While it is important to understand the construction and application of labor and employment law, it is equally important to acknowledge that there are still gaps in the law that allow for the exploitation of millions of workers in the United States. Undocumented immigrants in states that have passed anti-immigration legislation represent a prime example of a group of workers left in one of these gaps.
The Public Policy Institute of California recently published a study detailing the effects of Arizona’s anti-immigrant law, SB1070. The study had two major conclusions. The first was that the law had the intended effect of reducing the record of undocumented immigration in the state. The second was that those undocumented immigrants who stayed in the state were forced into an even deeper underground economy – one in which labor regulations are practically nonexistent. The study indicates that the since the law was passed, substantially more Hispanics have categorized themselves as self-employed.
Taken at face value, the statistic reveals very little about the reality that Hispanics in Arizona—and likely those similarly situated in Alabama and Georgia—face. The reality is that a growing number of Hispanics call themselves “self-employed” because they are largely working in an underground economy. Before passage of the law, undocumented workers (which in Arizona, consist primarily of Hispanics) were able to hold “above-ground” jobs while lacking proper documents or possessing fake ones. In these jobs, people receive labor and employment law protections. As a result of SB1070, undocumented immigrants can no longer hold above-ground jobs without proper documentation, so they increasingly began to gain employment on an ad hoc basis. Thus, in states like Arizona, Alabama, and Georgia, which have passed anti-immigrant laws, the size of the underground economy has grown significantly.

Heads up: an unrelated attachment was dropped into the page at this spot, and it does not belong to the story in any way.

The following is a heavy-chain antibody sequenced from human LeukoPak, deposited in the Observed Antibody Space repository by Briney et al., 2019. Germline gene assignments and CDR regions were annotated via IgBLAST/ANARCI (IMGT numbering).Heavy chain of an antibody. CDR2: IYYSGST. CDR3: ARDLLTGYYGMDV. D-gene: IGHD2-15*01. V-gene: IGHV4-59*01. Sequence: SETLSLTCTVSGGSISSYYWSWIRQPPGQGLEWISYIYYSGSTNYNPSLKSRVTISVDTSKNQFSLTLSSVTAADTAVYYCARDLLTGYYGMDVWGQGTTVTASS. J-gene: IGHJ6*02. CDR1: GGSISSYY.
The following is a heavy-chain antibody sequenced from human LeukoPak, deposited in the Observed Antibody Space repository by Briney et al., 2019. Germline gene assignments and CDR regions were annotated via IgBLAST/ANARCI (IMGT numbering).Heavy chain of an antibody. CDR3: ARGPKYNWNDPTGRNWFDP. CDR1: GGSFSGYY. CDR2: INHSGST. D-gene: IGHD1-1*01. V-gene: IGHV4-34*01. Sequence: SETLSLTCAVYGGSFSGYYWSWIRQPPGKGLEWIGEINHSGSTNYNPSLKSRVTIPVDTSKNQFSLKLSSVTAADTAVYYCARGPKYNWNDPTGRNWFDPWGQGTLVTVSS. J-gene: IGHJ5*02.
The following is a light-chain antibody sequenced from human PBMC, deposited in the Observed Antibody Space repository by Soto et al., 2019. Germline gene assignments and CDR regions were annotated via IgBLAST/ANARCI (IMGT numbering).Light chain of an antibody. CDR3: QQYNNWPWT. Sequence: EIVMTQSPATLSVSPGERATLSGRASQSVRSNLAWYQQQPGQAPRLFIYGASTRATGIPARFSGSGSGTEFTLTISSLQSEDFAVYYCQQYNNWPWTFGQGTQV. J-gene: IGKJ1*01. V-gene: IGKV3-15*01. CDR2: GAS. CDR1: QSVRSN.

The expansion of the underground economy yields two major problems for workers’ rights. The first is that immigrants performing ad hoc jobs in an underground market are working without the ability to gain benefits like health insurance or retirement plans. Because many ad hoc jobs are part-time, employers are not required to extend these benefits. The second, more pressing problem, is that labor and employment law enforcement is non-existent in the underground economy. In this situation, employers hold all the power in the employer-employee relationship. A constant distrust of law enforcement and overwhelming fear of deportation make undocumented immigrants an easy target for employers looking to exploit workers. Simply put, abuse by employers is high because undocumented workers risk too much by denouncing any injustices.
The anti-immigrant measures are even detrimental to the governments establishing them. In this sense, the Republican Party, which stands as the majority in all states enacting anti-immigration laws, exists in a contradiction. On one hand, it seeks to limit government intervention and reduce fragile government budgets. On the other, it hopes to suppress the civil and employment rights of undocumented immigrants. Attempts to prosecute undocumented immigration force immigrants into an underground economy where the government cannot collect any taxes stemming from the underground transactions. When undocumented immigrants are alienated from the above-ground economy, the assets these workers contribute to the economy are also sacrificed. Supporting, not alienating immigrants, furthers the goal of healthy government budgets.
Review the Public Policy Institute of California’s report here.